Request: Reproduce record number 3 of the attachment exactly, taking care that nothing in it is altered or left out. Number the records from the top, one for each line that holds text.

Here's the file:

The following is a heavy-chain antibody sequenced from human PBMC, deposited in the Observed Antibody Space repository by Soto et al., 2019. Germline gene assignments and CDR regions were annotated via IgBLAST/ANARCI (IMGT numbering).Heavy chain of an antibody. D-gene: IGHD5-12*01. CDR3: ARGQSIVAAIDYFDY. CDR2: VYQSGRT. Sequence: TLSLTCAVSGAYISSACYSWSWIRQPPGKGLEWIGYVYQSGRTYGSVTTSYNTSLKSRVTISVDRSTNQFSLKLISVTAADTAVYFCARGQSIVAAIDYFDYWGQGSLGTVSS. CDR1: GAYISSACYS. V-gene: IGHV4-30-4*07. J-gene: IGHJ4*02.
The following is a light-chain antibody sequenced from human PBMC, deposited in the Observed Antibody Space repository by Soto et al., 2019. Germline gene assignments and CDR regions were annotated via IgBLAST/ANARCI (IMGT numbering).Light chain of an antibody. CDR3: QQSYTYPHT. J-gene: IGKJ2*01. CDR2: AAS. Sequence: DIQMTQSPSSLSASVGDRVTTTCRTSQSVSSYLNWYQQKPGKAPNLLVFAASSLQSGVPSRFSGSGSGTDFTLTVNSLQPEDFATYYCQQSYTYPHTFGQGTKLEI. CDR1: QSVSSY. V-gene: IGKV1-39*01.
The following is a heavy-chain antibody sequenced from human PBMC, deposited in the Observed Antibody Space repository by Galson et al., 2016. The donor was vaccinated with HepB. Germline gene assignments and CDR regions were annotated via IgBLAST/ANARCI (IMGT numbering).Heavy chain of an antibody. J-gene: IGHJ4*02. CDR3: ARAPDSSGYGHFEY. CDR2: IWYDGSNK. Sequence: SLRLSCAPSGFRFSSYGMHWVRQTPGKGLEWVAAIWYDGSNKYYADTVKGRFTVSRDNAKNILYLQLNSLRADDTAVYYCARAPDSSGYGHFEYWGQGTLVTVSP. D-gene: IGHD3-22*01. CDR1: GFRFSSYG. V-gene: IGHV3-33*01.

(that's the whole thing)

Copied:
The following is a heavy-chain antibody sequenced from human PBMC, deposited in the Observed Antibody Space repository by Galson et al., 2016. The donor was vaccinated with HepB. Germline gene assignments and CDR regions were annotated via IgBLAST/ANARCI (IMGT numbering).Heavy chain of an antibody. J-gene: IGHJ4*02. CDR3: ARAPDSSGYGHFEY. CDR2: IWYDGSNK. Sequence: SLRLSCAPSGFRFSSYGMHWVRQTPGKGLEWVAAIWYDGSNKYYADTVKGRFTVSRDNAKNILYLQLNSLRADDTAVYYCARAPDSSGYGHFEYWGQGTLVTVSP. D-gene: IGHD3-22*01. CDR1: GFRFSSYG. V-gene: IGHV3-33*01.